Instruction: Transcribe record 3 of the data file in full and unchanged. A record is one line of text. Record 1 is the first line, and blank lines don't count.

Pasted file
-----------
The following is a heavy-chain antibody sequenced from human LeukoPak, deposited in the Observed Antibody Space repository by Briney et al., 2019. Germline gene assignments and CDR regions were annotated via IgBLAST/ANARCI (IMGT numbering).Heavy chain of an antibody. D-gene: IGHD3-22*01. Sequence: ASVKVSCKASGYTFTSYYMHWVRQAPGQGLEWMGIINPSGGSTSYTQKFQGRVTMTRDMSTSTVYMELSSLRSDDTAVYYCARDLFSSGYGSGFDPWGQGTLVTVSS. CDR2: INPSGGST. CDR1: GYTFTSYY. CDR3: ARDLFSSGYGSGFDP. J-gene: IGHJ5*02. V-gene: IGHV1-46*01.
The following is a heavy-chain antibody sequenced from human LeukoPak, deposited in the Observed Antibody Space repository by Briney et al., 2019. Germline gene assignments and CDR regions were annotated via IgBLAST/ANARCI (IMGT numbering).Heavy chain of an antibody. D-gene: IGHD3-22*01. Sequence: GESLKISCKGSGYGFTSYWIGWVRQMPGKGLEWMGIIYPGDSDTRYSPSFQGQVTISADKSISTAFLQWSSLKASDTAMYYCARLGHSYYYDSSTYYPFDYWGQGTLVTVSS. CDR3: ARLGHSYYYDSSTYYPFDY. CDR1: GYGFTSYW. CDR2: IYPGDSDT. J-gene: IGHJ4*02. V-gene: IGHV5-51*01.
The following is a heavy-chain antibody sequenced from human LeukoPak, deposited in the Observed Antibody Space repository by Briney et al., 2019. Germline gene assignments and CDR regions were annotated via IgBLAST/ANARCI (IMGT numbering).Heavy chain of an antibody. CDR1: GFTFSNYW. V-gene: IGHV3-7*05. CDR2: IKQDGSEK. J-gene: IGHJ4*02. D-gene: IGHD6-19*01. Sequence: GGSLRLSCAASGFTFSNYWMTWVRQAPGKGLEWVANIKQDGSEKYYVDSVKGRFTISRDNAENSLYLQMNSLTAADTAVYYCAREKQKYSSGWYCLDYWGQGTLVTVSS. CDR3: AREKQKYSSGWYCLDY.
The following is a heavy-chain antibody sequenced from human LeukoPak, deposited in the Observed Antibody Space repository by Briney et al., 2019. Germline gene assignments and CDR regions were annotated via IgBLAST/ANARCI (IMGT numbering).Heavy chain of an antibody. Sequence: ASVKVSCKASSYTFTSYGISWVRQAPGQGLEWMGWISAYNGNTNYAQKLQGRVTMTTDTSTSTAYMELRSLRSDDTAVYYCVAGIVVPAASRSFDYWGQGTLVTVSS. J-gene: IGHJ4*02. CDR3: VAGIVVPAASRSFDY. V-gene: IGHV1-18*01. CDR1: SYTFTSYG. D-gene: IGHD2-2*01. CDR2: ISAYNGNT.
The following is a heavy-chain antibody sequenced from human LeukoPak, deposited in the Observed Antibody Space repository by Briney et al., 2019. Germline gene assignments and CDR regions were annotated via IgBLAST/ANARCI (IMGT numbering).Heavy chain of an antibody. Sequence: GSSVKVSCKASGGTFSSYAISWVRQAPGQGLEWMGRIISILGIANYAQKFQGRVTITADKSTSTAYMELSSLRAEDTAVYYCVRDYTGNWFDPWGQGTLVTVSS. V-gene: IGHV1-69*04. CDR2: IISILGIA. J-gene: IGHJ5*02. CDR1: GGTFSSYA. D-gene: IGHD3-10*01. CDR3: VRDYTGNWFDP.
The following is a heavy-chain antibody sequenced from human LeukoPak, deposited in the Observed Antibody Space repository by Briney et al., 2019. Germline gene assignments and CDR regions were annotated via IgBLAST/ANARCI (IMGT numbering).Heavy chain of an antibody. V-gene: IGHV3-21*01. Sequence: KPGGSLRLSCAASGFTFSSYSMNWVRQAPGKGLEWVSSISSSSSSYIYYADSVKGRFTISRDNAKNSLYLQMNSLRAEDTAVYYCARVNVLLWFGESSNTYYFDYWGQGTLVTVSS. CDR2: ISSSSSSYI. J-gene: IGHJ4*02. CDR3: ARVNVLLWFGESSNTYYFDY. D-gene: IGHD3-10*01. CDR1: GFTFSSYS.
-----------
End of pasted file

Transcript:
The following is a heavy-chain antibody sequenced from human LeukoPak, deposited in the Observed Antibody Space repository by Briney et al., 2019. Germline gene assignments and CDR regions were annotated via IgBLAST/ANARCI (IMGT numbering).Heavy chain of an antibody. CDR1: GFTFSNYW. V-gene: IGHV3-7*05. CDR2: IKQDGSEK. J-gene: IGHJ4*02. D-gene: IGHD6-19*01. Sequence: GGSLRLSCAASGFTFSNYWMTWVRQAPGKGLEWVANIKQDGSEKYYVDSVKGRFTISRDNAENSLYLQMNSLTAADTAVYYCAREKQKYSSGWYCLDYWGQGTLVTVSS. CDR3: AREKQKYSSGWYCLDY.